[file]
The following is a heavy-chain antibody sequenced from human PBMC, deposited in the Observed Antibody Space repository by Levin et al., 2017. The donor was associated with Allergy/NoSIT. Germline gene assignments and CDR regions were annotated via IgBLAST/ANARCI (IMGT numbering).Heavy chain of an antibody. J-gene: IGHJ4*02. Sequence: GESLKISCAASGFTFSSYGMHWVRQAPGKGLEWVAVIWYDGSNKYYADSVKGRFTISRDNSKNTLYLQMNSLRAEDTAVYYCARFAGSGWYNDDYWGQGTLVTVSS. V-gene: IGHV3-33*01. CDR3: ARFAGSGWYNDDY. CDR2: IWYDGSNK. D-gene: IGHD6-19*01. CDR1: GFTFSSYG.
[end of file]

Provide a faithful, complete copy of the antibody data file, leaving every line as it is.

The following is a heavy-chain antibody sequenced from human PBMC, deposited in the Observed Antibody Space repository by Levin et al., 2017. The donor was associated with Allergy/NoSIT. Germline gene assignments and CDR regions were annotated via IgBLAST/ANARCI (IMGT numbering).Heavy chain of an antibody. J-gene: IGHJ4*02. Sequence: GESLKISCAASGFTFSSYGMHWVRQAPGKGLEWVAVIWYDGSNKYYADSVKGRFTISRDNSKNTLYLQMNSLRAEDTAVYYCARFAGSGWYNDDYWGQGTLVTVSS. V-gene: IGHV3-33*01. CDR3: ARFAGSGWYNDDY. CDR2: IWYDGSNK. D-gene: IGHD6-19*01. CDR1: GFTFSSYG.